Festivals of Agniswarar Temple

Kanjanur Temple celebrates a number of festivals throughout the year, some of which are:

  • Aadi Pooram: This festival is dedicated to Goddess Andal, an incarnation of Goddess Lakshmi, and is celebrated for 10 days in all Lord Vishnu temples in Tamil Nadu. The last day, known as Aadi Pooram, features a grand marriage ceremony of Goddess Andal and Sri Ranganathaswamy.
  • Maasi Maham and Maha Shivratri: These festivals are celebrated in the Tamil month of Masi (Feb-Mar) and honour Lord Shiva or Shankara. Mahashivratri is celebrated with special prayers, and the Shivalinga is washed every three hours that day with cow’s milk, curd, honey, cow ghee, and water.
  • Haradhathar Festival: This festival is celebrated in the Tamil month of Thai (Jan-Feb) and is dedicated to Lord Shiva.
  • Navaratri: This festival is celebrated in the Tamil month of Purattasi (Sept-Oct) and honours the nine incarnations of the Goddess Shakti.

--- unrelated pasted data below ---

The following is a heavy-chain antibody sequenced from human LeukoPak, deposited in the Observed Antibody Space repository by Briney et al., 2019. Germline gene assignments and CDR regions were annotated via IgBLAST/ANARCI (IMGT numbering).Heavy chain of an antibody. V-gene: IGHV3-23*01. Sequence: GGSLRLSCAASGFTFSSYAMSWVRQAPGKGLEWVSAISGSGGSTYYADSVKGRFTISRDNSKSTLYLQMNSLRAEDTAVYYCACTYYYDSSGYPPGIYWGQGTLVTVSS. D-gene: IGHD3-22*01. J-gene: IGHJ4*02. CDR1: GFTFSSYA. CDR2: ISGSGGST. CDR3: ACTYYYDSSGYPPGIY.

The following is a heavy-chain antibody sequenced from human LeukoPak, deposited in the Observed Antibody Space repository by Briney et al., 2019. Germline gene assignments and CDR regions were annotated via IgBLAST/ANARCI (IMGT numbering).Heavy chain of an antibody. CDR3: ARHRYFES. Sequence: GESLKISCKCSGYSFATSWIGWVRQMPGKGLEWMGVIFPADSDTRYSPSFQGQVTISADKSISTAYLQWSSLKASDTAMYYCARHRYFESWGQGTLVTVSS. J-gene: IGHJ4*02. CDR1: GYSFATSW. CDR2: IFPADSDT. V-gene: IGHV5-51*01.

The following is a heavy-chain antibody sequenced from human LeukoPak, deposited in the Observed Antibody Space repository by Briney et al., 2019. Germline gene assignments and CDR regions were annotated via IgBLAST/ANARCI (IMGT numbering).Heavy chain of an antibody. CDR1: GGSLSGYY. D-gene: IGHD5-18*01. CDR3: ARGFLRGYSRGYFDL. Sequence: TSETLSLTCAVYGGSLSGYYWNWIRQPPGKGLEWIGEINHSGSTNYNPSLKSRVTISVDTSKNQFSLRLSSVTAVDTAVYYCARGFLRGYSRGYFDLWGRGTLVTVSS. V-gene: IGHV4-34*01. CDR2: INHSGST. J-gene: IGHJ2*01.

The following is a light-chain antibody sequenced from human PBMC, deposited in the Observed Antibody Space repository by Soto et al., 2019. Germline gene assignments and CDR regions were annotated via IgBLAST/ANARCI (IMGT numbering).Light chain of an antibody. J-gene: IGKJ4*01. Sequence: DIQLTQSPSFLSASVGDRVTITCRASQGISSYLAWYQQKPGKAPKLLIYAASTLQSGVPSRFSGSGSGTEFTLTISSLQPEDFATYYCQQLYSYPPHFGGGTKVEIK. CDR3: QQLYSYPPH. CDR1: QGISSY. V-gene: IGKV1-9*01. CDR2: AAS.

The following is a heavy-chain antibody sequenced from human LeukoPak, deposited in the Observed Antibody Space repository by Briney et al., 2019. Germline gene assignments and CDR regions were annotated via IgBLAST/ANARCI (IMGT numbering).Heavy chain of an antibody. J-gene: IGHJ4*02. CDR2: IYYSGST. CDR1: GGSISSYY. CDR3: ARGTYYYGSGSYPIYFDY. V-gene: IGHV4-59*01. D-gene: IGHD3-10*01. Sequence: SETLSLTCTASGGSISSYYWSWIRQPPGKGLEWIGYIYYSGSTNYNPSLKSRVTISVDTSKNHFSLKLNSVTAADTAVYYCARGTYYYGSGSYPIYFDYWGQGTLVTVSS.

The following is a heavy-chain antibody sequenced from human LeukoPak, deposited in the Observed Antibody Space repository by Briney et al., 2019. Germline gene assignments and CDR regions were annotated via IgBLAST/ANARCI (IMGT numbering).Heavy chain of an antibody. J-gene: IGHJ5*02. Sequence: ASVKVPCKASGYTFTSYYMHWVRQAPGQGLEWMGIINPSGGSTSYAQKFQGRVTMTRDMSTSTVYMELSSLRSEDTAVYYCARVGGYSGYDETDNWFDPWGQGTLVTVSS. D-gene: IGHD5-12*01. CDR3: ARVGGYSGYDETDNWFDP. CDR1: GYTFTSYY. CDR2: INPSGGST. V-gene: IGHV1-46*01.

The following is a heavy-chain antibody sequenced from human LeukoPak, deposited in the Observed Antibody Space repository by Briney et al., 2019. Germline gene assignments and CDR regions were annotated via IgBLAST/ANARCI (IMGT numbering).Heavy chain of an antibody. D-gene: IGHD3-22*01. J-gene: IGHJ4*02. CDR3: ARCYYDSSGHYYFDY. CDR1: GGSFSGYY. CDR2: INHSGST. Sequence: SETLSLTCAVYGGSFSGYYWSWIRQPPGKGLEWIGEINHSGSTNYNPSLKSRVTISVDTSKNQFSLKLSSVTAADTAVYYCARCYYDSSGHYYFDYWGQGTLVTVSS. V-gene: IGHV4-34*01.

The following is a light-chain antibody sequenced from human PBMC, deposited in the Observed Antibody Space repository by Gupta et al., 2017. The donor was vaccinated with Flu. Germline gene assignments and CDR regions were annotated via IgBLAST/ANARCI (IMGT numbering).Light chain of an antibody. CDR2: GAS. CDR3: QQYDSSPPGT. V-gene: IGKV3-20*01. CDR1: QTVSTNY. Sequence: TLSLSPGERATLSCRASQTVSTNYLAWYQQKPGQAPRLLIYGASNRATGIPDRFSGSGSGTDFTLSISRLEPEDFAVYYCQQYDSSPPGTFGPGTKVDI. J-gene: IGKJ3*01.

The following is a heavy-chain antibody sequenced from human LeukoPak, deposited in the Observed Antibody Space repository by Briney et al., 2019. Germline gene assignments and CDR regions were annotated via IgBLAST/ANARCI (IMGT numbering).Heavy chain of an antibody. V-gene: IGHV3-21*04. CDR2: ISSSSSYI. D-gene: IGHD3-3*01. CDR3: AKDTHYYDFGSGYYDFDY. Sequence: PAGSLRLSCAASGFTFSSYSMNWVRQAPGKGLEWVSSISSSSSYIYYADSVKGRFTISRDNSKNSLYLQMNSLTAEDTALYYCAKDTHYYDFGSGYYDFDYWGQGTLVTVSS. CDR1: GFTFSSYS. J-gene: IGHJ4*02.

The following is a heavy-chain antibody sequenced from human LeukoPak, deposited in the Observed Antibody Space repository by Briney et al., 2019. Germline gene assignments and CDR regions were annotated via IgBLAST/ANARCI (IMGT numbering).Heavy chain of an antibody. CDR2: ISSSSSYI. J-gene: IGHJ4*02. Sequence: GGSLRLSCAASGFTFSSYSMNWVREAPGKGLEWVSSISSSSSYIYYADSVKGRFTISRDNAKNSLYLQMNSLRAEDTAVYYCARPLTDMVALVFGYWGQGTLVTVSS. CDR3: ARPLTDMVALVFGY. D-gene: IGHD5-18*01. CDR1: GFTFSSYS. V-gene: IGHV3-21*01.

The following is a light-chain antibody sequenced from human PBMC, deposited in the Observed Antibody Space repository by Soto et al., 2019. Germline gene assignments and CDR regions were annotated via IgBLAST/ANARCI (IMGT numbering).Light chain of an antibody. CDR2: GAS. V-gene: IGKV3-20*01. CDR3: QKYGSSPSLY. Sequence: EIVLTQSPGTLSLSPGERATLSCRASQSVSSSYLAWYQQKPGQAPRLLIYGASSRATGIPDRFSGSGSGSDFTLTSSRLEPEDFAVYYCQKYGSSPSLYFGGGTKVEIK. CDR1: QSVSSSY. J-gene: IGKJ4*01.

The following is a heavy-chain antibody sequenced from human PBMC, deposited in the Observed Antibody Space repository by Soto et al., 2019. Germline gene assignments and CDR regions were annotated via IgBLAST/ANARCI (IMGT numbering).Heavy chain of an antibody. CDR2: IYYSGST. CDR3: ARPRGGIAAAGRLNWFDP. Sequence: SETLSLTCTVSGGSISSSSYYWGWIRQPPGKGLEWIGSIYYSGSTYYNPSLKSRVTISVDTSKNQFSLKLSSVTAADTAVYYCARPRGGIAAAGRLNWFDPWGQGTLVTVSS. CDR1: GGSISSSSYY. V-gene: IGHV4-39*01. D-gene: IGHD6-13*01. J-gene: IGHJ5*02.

• Thiruvathirai: This festival is celebrated in the Tamil month of Markazhi (Dec-Jan) and celebrates the cosmic dance of Lord Shiva in the Nataraja form.
  • Pradosham: This festival is observed regularly and is a special day of worship for Lord Shiva.

In addition, festivals for Anjaneyar (Lord Hanuman) are also celebrated at Kanjanur Temple.

Timings of Agniswarar Temple

The temple is open for visitors from 6:00 AM to 12:00 PM and from 4:00 PM to 9:00 PM.

How to reach the Agniswarar Temple

Air: The nearest airport to Kanjanur is the Thanjavur airport, which is 46 km away from the temple. The Tiruchirapalli (Trichy ) International Airport is also an option, which is located 105 km away.

Train: The nearest railway station to Kanjanur is the Mayiladuthurai railway station, which is 18 km away. Kumbakonam railway station is another option, located at a distance of 18 km.

Bus: There are direct local bus services available to Kanjanur from Mayavaram, Aduthurai, Thiruvidaimarudhur, and Kumbakonam. The temple is located on the Aduthurai-Kuthalam road, near the Kumbakonam highway in Thirunallar, and is around 17 km from Kumbakonam bus terminal.